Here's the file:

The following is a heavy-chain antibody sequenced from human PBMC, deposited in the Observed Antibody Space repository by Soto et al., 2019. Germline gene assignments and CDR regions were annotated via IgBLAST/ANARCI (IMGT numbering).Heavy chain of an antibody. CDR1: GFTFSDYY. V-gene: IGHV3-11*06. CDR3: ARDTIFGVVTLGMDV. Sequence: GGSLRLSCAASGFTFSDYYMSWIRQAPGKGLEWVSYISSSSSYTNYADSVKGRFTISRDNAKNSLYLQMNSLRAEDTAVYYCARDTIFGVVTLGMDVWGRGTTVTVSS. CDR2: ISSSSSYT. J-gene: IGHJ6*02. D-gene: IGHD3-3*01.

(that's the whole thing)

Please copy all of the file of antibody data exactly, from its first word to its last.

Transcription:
The following is a heavy-chain antibody sequenced from human PBMC, deposited in the Observed Antibody Space repository by Soto et al., 2019. Germline gene assignments and CDR regions were annotated via IgBLAST/ANARCI (IMGT numbering).Heavy chain of an antibody. CDR1: GFTFSDYY. V-gene: IGHV3-11*06. CDR3: ARDTIFGVVTLGMDV. Sequence: GGSLRLSCAASGFTFSDYYMSWIRQAPGKGLEWVSYISSSSSYTNYADSVKGRFTISRDNAKNSLYLQMNSLRAEDTAVYYCARDTIFGVVTLGMDVWGRGTTVTVSS. CDR2: ISSSSSYT. J-gene: IGHJ6*02. D-gene: IGHD3-3*01.